The Largest Body of Professing Christians in AmericaOct 28th, 2013 | By Jeremy Tate | Category: Blog Posts
The Largest Body of Professing Christians in America
In August I wrote a short post titled Why Evangelicals are Getting High. The goal of the post was to argue that a solid Reformed upbringing does not decrease the chances of conversion to Catholicism. Unintentionally, the post generated significant discussion about the trends within Christianity in America. Are more people leaving Catholicism for Protestantism or vice versa? Are those who leave predominantly nominal Catholics or are the well catechized leaving as well? Are Reformed Christians leaving for Catholicism in increasing numbers? If so, why? All of these questions are worth considering, but after a few months of reflection it occurred to me that the entire discussion ignored the largest group of professing Christians in America today.
According to the Pew Forum 78.4% of Americans are confessing Christians. Yet, according to Pew, only 29% of Americans go to Church on a regular basis. This means the largest body of confessing Christians in America (49%) are the non-Church goers. It may be easy to write this group off as nominal “Christmas and Easter Christians,” but I think such a dismissal ignores the common experience most of us have had while talking to those who don’t attend Church. Many of these non-Church goers have genuinely internalized the gospel. Many of them are fully conscious of the reality of sin and the truthfulness of God’s provision in Christ. I’ve even had seminary friends who don’t attend Church. They still set time aside on Sunday for prayer; perhaps listen to a John Piper sermon on i-tunes, perhaps rock out to some Derrick Webb, all habits that feel churchy enough without all the inconvenience.
(This late-19th-century Baptist church in Watertown, Mass is one of hundreds of historic churches accross the U.S. converted into condominiums)
I recently challenged a non-Church going friend about the issue. He responded by reminding me that all that really matters is Jesus. All the goods one may find at Church, he pointed out, he was still getting. Worship, solid preaching (Keller on i-tunes), prayer, Scripture reading, fellowship, and more, could be found elsewhere and often in much better quality. I realized I had little to argue back with when considering these five aspects of Christian nourishment often found on Sunday. But to be sure, there was one major exception.
The Eucharist. The Eucharist, from a Catholic perspective, cannot be recreated outside of the Catholic Mass. The Eucharist, from a Catholic perspective, is Jesus Christ himself. There is nowhere one can go to find a more immediate encounter with the risen Lord. With nothing left to appeal to my friend’s decision I found myself echoing his words. All that matters is Jesus…which is why I beg you to come back to Church, because that is where we find Him and partake of His own body and blood.
I am interested in presenting this question to our Reformed brothers; how do we get the 49% of professing Christians who do not attend Church back? Or does Church attendance not really matter after all? The Reformed tradition has always maintained the importance of Church membership, but, when pressed with the question of why it matters, how would this response differ from the Catholic response?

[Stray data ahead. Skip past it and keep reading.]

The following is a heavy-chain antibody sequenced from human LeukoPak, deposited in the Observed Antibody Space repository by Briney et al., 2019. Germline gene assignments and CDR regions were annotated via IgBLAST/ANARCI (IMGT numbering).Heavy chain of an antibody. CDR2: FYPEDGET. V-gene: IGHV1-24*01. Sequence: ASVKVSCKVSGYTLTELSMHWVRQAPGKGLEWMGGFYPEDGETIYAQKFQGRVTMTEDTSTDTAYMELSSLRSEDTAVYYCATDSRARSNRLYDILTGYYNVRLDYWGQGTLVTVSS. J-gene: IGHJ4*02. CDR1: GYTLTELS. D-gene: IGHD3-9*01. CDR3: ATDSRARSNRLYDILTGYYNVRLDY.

As I put forward this question to Reformed readers I can anticipate some responses by recalling how I processed this question as a Reformed Christian a few years ago. Perhaps I would have appealed to the rich language of WCF XXIX where believers “receive and feed upon, Christ crucified” in the sacrament. I believe I would have also appealed to the simple command in Scripture to not forsake the assembly (Hebrews 10:25). However, even as a Reformed believer I remember thinking these were weak arguments. First, there’s nothing in the Reformed dogma of the Lord’s Supper that suggests that the grace received through that particular sacrament cannot be found elsewhere through other means of grace. Secondly, the provision that only an ordained man can consecrate the Lord’s Supper seemed somewhat arbitrary in light of the rejection of Holy Orders as a sacrament. Put simply, Reformed theology provides no principled reason why my friend can’t consecrate grape juice and saltines in my living room.
What options are left? The Reformed believer conversing with his friend may be forced to realize that the non-Church goer often hears better sermons, reads more Scripture, has more time for prayer, can worship in their car and everywhere else, and has a very deep fellowship group. At that point the Reformed Christian can either appeal to the command to assemble (which may be dismissed as legalism) or finally, he may appeal to the Lord’s Supper. But if the Lord’s Supper is only offered once a month this appeal becomes difficult. When pressed with why the Lord’s Supper has to happen at Church, with an ordained minister, the response gets even more complicated.
This post is not intended to gloss over the major problem Catholicism itself has as our Church continues to suffer from the loss of millions of parishioners just in the United States. The reason for the losses, however, as Fr. Barron explains often concern practice rather than doctrine. Watered down preaching and poor catechesis are often cited as the chief causes. The good news is that this is starting to change. Fr. Barron himself is an excellent example of the revival of dynamic and robustly biblical preaching within Catholicism. He is one who points us and the seminarians he trains to the fullness of Christ in the Eucharist. Ultimately, I believe that only Christ alone, found in the Eucharist, can reverse the trend of staying home on Sunday.